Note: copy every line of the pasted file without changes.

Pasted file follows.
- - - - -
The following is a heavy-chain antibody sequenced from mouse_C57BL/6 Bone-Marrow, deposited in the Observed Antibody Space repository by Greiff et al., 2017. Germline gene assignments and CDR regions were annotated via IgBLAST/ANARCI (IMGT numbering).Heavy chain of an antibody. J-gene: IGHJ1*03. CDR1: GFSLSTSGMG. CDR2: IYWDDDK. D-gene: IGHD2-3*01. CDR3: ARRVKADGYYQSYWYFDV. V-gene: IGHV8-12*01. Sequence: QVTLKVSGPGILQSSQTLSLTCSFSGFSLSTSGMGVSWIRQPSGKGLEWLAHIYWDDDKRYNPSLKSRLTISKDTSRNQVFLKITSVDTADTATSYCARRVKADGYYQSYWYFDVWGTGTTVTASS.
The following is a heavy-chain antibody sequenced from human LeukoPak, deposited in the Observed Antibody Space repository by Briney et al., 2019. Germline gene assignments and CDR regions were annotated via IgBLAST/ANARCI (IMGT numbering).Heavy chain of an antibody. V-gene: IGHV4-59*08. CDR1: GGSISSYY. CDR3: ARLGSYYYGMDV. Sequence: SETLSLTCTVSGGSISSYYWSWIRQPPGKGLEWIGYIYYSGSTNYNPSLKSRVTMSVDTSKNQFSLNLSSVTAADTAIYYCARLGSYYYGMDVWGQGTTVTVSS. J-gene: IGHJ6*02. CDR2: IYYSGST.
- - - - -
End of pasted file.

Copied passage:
The following is a heavy-chain antibody sequenced from mouse_C57BL/6 Bone-Marrow, deposited in the Observed Antibody Space repository by Greiff et al., 2017. Germline gene assignments and CDR regions were annotated via IgBLAST/ANARCI (IMGT numbering).Heavy chain of an antibody. J-gene: IGHJ1*03. CDR1: GFSLSTSGMG. CDR2: IYWDDDK. D-gene: IGHD2-3*01. CDR3: ARRVKADGYYQSYWYFDV. V-gene: IGHV8-12*01. Sequence: QVTLKVSGPGILQSSQTLSLTCSFSGFSLSTSGMGVSWIRQPSGKGLEWLAHIYWDDDKRYNPSLKSRLTISKDTSRNQVFLKITSVDTADTATSYCARRVKADGYYQSYWYFDVWGTGTTVTASS.
The following is a heavy-chain antibody sequenced from human LeukoPak, deposited in the Observed Antibody Space repository by Briney et al., 2019. Germline gene assignments and CDR regions were annotated via IgBLAST/ANARCI (IMGT numbering).Heavy chain of an antibody. V-gene: IGHV4-59*08. CDR1: GGSISSYY. CDR3: ARLGSYYYGMDV. Sequence: SETLSLTCTVSGGSISSYYWSWIRQPPGKGLEWIGYIYYSGSTNYNPSLKSRVTMSVDTSKNQFSLNLSSVTAADTAIYYCARLGSYYYGMDVWGQGTTVTVSS. J-gene: IGHJ6*02. CDR2: IYYSGST.